close proximity are much more likely to inhale these droplets.
This is where the importance of keeping a safe distance of 1
meter between you and other people comes in, as well as the need for
wearing masks. Places that are half as full allows greater space between
people so that they don’t crowd together. If while doing activities
outdoors you see a big crowd or gathering of people, it is best to stay
away. You can help report the event through the JAKI app or other
complaint channels provided by the Jakarta Provincial Government.
Authorities will arrive on the scene shortly and disperse the crowd.
Obviously, now that the restrictions have been partially
lifted, you would need to get places. The ideal way of traveling during
this time is simply by walking or cycling. These two methods are the
best means of travel for now as they are healthy, cheap, and exposes you
to the least amount of physical contact with other people. While
walking, be sure to keep a safe distance between you and other
pedestrians. Do not linger and stand around for too long, especially if
you’re walking with multiple people. If your destination is too far to
be covered by walking or cycling, your own personal vehicle would be the
next safe bet as it also requires the least amount of close contact.
Another option is to use an online motorcycle taxi service. But always
remember to use a cloth mask and use a hand sanitizer when getting on
and off the vehicle and use your own helmet.
If this is still not possible, you could still take the bus
or train. This is the least recommended out of all the transportation
options as it involves a lot of people crowded together in a small
enclosed space for long periods of time. Even though the transports are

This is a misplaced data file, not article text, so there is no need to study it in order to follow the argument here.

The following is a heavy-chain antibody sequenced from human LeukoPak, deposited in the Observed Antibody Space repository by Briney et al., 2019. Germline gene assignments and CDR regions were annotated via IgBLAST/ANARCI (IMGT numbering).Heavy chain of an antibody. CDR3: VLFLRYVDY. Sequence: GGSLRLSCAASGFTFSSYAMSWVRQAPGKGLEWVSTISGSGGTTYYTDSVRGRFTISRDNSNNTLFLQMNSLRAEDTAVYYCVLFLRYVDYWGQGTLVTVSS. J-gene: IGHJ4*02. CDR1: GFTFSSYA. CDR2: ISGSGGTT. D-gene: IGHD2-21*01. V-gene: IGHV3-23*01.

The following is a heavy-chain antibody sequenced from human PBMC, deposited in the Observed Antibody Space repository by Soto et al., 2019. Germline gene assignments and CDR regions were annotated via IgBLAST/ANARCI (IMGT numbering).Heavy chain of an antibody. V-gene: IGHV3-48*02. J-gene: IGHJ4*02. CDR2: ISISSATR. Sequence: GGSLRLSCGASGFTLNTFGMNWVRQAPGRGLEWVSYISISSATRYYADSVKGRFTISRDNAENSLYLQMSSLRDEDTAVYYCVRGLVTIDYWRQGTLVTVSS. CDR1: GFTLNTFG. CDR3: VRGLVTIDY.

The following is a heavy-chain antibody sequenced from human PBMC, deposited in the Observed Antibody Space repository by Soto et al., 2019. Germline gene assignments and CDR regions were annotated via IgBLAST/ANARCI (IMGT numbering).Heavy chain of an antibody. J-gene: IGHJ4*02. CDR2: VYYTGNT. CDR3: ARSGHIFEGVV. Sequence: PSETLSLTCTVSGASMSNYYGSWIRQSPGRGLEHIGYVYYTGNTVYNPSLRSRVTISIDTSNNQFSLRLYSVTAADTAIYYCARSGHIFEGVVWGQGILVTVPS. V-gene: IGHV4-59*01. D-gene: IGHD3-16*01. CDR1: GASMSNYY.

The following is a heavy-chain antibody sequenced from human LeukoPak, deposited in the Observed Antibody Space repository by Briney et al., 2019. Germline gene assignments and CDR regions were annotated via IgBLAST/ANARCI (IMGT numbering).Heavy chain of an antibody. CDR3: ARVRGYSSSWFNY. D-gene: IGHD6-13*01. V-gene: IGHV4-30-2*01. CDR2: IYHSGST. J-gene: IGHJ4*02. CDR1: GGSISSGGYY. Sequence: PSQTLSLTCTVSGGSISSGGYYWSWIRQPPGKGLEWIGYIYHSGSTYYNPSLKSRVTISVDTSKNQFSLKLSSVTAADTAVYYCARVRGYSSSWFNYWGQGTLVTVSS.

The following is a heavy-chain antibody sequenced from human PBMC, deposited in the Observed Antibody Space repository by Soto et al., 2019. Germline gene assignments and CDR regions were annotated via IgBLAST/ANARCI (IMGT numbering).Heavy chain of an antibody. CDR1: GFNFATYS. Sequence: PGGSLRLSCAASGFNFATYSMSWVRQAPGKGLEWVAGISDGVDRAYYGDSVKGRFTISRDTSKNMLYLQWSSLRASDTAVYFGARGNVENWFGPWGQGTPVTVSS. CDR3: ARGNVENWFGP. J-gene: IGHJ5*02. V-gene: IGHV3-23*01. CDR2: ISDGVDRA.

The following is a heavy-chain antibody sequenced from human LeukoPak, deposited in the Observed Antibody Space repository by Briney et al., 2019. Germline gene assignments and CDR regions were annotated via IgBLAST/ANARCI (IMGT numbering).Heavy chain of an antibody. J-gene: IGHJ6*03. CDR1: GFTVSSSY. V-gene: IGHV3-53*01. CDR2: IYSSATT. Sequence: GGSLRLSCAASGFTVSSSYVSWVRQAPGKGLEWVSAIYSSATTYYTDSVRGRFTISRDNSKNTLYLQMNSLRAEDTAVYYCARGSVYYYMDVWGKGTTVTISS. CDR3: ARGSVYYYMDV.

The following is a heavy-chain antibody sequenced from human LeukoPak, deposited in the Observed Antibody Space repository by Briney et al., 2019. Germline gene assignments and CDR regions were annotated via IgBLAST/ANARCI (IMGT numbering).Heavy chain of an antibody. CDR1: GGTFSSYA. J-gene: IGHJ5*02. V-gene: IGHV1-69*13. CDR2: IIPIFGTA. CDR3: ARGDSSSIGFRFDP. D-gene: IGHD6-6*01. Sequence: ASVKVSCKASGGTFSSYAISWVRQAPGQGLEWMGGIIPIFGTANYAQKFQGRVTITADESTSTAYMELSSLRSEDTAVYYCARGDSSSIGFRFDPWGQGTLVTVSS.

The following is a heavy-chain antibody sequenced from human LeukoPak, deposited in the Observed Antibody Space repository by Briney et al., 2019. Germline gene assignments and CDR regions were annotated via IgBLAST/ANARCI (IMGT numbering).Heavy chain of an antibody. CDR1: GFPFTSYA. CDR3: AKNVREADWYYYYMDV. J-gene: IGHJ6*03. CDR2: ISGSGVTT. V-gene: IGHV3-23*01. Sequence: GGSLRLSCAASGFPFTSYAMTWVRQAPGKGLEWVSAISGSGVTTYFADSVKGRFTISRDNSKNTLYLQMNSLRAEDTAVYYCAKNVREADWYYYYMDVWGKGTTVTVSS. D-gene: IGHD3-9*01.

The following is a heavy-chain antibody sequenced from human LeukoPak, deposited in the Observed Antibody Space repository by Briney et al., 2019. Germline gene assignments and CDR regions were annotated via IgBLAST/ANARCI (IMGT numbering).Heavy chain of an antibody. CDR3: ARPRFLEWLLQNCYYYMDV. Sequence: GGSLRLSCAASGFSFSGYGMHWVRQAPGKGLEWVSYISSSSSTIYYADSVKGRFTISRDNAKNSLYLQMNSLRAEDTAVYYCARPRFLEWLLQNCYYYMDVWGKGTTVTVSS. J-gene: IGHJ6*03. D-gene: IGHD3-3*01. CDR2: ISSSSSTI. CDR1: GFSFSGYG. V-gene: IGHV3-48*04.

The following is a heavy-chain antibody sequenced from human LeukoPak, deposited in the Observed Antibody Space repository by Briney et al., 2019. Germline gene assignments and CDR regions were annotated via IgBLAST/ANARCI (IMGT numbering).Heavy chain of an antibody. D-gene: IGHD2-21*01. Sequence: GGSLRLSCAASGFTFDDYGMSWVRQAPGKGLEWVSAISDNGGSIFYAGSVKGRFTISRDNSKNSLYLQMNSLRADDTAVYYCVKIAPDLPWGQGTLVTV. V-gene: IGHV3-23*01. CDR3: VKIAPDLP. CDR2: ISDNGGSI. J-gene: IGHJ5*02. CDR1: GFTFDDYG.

operating at 50% passenger capacity, it still poses some significant
risk. While inside the bus or carriage, be sure to stay at least 1 meter
away from all other passengers. If you have to sneeze or cough, do not
do it in the direction of another passenger, instead cough or sneeze
into your inner elbow. Wash your hands immediately after getting off, or
take a shower if you are arriving at home. If you see that the bus or
train is too packed, it is preferable to wait for the next one until you
find one that is not too crowded. Being late to work or an appointment
is not worth risking your health over.
[PSBB Transition Period: how to do your activity safely]
Smartcitizen, now that you have some idea of the things you
should or should not do during the PSBB transition period, always try
to remind yourself and others to practice it. Whether or not this
transition to normalcy goes according to plan depends on the initiative
and discipline of the citizens. If we all work together and be smart, by
the time the month rolls around we will be one step closer to returning
to normal living like before the pandemic.
Penulis dan penerjemah alumni Universitas Bina Nusantara, dengan pengalaman internasional di University of Bradford, UK dan Deakin University, Australia.